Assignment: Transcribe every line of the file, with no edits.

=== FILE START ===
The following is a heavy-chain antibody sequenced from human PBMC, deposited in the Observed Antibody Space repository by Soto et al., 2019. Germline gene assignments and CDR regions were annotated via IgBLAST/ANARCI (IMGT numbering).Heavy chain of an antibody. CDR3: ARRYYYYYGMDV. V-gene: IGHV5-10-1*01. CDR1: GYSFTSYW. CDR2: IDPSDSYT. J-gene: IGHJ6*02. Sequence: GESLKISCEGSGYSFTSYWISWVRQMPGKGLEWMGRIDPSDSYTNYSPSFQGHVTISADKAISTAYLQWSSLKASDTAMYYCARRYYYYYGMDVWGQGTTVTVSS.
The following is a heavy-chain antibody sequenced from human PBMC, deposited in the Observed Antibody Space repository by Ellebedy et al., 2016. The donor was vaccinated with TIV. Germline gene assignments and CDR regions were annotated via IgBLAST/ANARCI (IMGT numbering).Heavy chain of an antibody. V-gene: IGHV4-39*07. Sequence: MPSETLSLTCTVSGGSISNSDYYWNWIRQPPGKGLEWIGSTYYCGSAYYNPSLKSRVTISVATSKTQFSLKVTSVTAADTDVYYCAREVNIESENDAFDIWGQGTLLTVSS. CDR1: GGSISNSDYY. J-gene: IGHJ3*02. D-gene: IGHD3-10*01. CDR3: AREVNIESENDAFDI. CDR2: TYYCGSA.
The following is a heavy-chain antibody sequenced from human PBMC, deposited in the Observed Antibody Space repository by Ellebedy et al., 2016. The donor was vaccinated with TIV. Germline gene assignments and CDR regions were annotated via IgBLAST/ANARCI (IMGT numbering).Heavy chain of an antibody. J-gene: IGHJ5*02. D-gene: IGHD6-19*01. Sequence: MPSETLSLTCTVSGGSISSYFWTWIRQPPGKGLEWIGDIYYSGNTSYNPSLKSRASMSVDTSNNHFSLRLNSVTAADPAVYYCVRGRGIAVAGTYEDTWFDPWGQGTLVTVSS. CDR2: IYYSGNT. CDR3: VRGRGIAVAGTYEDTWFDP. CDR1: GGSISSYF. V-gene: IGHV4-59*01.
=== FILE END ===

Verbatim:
The following is a heavy-chain antibody sequenced from human PBMC, deposited in the Observed Antibody Space repository by Soto et al., 2019. Germline gene assignments and CDR regions were annotated via IgBLAST/ANARCI (IMGT numbering).Heavy chain of an antibody. CDR3: ARRYYYYYGMDV. V-gene: IGHV5-10-1*01. CDR1: GYSFTSYW. CDR2: IDPSDSYT. J-gene: IGHJ6*02. Sequence: GESLKISCEGSGYSFTSYWISWVRQMPGKGLEWMGRIDPSDSYTNYSPSFQGHVTISADKAISTAYLQWSSLKASDTAMYYCARRYYYYYGMDVWGQGTTVTVSS.
The following is a heavy-chain antibody sequenced from human PBMC, deposited in the Observed Antibody Space repository by Ellebedy et al., 2016. The donor was vaccinated with TIV. Germline gene assignments and CDR regions were annotated via IgBLAST/ANARCI (IMGT numbering).Heavy chain of an antibody. V-gene: IGHV4-39*07. Sequence: MPSETLSLTCTVSGGSISNSDYYWNWIRQPPGKGLEWIGSTYYCGSAYYNPSLKSRVTISVATSKTQFSLKVTSVTAADTDVYYCAREVNIESENDAFDIWGQGTLLTVSS. CDR1: GGSISNSDYY. J-gene: IGHJ3*02. D-gene: IGHD3-10*01. CDR3: AREVNIESENDAFDI. CDR2: TYYCGSA.
The following is a heavy-chain antibody sequenced from human PBMC, deposited in the Observed Antibody Space repository by Ellebedy et al., 2016. The donor was vaccinated with TIV. Germline gene assignments and CDR regions were annotated via IgBLAST/ANARCI (IMGT numbering).Heavy chain of an antibody. J-gene: IGHJ5*02. D-gene: IGHD6-19*01. Sequence: MPSETLSLTCTVSGGSISSYFWTWIRQPPGKGLEWIGDIYYSGNTSYNPSLKSRASMSVDTSNNHFSLRLNSVTAADPAVYYCVRGRGIAVAGTYEDTWFDPWGQGTLVTVSS. CDR2: IYYSGNT. CDR3: VRGRGIAVAGTYEDTWFDP. CDR1: GGSISSYF. V-gene: IGHV4-59*01.